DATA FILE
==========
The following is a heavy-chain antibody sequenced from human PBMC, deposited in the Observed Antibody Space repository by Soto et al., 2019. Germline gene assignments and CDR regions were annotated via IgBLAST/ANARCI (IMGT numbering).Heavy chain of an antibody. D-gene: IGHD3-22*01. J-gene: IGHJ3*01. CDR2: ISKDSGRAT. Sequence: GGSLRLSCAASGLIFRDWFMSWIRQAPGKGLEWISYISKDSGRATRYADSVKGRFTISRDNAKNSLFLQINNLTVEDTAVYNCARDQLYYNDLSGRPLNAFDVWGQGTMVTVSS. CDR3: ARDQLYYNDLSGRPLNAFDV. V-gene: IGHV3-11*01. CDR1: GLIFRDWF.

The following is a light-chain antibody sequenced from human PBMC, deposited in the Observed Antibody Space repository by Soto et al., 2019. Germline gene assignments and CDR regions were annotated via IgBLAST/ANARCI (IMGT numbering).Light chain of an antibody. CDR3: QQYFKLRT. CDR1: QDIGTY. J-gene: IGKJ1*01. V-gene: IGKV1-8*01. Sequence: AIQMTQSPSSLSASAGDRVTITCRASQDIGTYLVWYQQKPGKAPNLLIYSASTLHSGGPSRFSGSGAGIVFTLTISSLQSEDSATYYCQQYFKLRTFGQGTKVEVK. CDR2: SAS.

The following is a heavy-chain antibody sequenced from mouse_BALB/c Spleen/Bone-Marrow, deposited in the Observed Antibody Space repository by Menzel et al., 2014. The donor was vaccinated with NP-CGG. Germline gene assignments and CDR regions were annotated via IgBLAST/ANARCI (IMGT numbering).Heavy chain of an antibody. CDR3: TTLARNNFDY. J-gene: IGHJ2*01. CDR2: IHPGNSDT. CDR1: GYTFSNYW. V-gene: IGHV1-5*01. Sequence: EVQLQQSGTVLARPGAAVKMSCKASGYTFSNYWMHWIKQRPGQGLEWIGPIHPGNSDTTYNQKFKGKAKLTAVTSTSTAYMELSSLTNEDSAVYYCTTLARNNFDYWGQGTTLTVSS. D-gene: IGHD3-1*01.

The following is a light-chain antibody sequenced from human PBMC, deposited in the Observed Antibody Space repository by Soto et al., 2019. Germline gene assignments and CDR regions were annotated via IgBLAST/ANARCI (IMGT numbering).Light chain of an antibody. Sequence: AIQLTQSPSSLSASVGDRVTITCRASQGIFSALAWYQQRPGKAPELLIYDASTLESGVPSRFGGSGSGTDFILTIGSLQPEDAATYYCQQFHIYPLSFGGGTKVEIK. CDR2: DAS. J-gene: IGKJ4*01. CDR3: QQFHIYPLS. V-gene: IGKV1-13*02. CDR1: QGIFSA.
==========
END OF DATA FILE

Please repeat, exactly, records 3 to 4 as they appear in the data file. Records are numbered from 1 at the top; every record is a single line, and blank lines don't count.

The following is a heavy-chain antibody sequenced from mouse_BALB/c Spleen/Bone-Marrow, deposited in the Observed Antibody Space repository by Menzel et al., 2014. The donor was vaccinated with NP-CGG. Germline gene assignments and CDR regions were annotated via IgBLAST/ANARCI (IMGT numbering).Heavy chain of an antibody. CDR3: TTLARNNFDY. J-gene: IGHJ2*01. CDR2: IHPGNSDT. CDR1: GYTFSNYW. V-gene: IGHV1-5*01. Sequence: EVQLQQSGTVLARPGAAVKMSCKASGYTFSNYWMHWIKQRPGQGLEWIGPIHPGNSDTTYNQKFKGKAKLTAVTSTSTAYMELSSLTNEDSAVYYCTTLARNNFDYWGQGTTLTVSS. D-gene: IGHD3-1*01.

The following is a light-chain antibody sequenced from human PBMC, deposited in the Observed Antibody Space repository by Soto et al., 2019. Germline gene assignments and CDR regions were annotated via IgBLAST/ANARCI (IMGT numbering).Light chain of an antibody. Sequence: AIQLTQSPSSLSASVGDRVTITCRASQGIFSALAWYQQRPGKAPELLIYDASTLESGVPSRFGGSGSGTDFILTIGSLQPEDAATYYCQQFHIYPLSFGGGTKVEIK. CDR2: DAS. J-gene: IGKJ4*01. CDR3: QQFHIYPLS. V-gene: IGKV1-13*02. CDR1: QGIFSA.